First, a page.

More than 20,000 Russians marched through central Moscow Saturday to honor the memory of opposition politician Boris Nemtsov, who was killed in the shadow of the Kremlin one year ago.
Some marchers carried Russian flags, some placards, flowers and Nemtsov’s portraits. Others chanted: “Russia will be free” and “Russia without Putin.”
People also brought flowers and candles to the Bolshoi Moskvoretsky Bridge near the Kremlin walls where the 55-year-old Nemtsov was shot dead.
US Ambassador lays wreath
The U.S. ambassador to Russia, John Tefft, joined the mourners to pay tribute to Nemtsov and laid a wreath at the site with a ribbon saying “From the American people.”
“I am here this morning with my deputy and my staff representing the president and the people of the United States to honor the memory of a man who we knew as a government official, as a politician and, for many Americans, as a friend,” Tefft said. “We are here today to honor his memory, the values for which he stood and to express our hope for the future that some of the dreams that Boris Nemtsov had will come true in Russia.”
Russian authorities permitted the opposition to hold the march through the city center, but refused to allow a memorial march or a permanent marker at the bridge. His allies have struggled to maintain a makeshift shrine there.
Mikhail Kasyanov, a former Russian prime minister and leader of the opposition Parnas Party, said that authorities did not allow the march to the bridge, fearing the symbolism of the murder place.
“I see that Muscovites supported our call [to join the march] and that Boris Nemtsov is becoming a symbol of our struggle,” he said. “Authorities did not allow us to march to the bridge, because they are afraid of a symbolism of Boris’s murder place. But we already call the bridge after him, we call it “Nemtsov Bridge” and we will succeed in mounting a memorial plaque at the scene of Boris’s murder.”
Memorials often removed
Kremlin supporters frequently remove the flowers and break the portraits – attacks that volunteers say are sometimes aided by nearby police.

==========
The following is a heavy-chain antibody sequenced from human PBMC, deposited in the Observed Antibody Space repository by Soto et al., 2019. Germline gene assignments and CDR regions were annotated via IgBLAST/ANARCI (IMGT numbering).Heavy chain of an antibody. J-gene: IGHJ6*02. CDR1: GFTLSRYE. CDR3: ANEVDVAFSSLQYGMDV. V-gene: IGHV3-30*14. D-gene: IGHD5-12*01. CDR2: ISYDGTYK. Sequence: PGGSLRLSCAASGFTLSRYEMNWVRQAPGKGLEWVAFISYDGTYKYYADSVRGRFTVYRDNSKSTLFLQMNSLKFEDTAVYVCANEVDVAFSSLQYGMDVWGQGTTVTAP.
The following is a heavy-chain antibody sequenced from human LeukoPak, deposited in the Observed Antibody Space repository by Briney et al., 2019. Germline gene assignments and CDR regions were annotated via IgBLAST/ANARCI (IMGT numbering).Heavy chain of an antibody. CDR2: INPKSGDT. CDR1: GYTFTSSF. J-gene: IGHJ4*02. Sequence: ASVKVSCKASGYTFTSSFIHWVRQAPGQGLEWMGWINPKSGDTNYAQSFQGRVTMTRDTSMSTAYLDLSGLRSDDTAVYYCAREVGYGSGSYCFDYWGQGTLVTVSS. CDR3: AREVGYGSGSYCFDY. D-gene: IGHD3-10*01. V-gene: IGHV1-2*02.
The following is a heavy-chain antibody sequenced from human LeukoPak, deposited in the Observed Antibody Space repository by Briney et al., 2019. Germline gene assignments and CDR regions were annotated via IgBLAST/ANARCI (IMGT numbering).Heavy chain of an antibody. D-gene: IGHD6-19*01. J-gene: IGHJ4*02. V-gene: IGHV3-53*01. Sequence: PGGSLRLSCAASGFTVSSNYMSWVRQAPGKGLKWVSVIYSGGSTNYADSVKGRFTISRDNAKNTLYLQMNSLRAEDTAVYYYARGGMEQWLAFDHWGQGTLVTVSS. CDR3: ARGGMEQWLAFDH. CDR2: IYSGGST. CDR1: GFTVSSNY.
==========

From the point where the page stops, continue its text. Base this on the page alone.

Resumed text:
“The assassination of Nemtsov is not solved,” Kasyanov said earlier in the week. “Only the perpetrators were found, not the paymasters and the organizers of this defiant crime.”
Russian opposition leaders and supporters say that even if President Vladimir Putin was not directly involved in Nemtsov’s killing, he bears responsibility for encouraging a truculent authoritarianism.
Opposition leader Ilya Yashin said that Nemtsov’s killing was a terrorist act aimed at threatening those who disagree with Putin’s politics.
“Nemtsov’s murder is a terrorist act, it is a demonstrative murder aimed at frightening the Russian society, at least the part which disagrees with Putin’s politics. And it is very important for us to demonstrate terrorists, murderers, those villains that they will not succeed in trying to intimidate us.”
Moment of silence refused
On the eve of the anniversary, one of the few independent lawmakers in the Russian parliament’s lower house, the Duma, proposes that deputies observe a moment of silence in Nemtsov’s memory but the majority refused.
Nemtsov, who was a former deputy prime minister during Boris Yeltsin’s presidency and became a fierce critic of Putin, was shot in the back shortly before midnight on February 27, 2015, as he walked across the bridge with a companion.
Trial set for later this year
Several Chechen men were arrested shortly after the murder, including five people who are due to go on trial later this year.
The suspected killer served as an officer in the security forces of the Moscow-backed Chechen leader, Ramzan Kadyrov.
The official investigation has not identified those who ordered the killing. Some Russian opposition activists have criticized the Kremlin for its failure to track down the mastermind.
Earlier this week, Yashin released a report accusing Kadyrov of involvement in Nemtsov’s killing and demanded his resignation.
Kadyrov, whose term expires in early April, rejected the accusations.
Putin has relied on Kadyrov to stabilize Chechnya after two separatist wars, making him effectively immune from federal controls.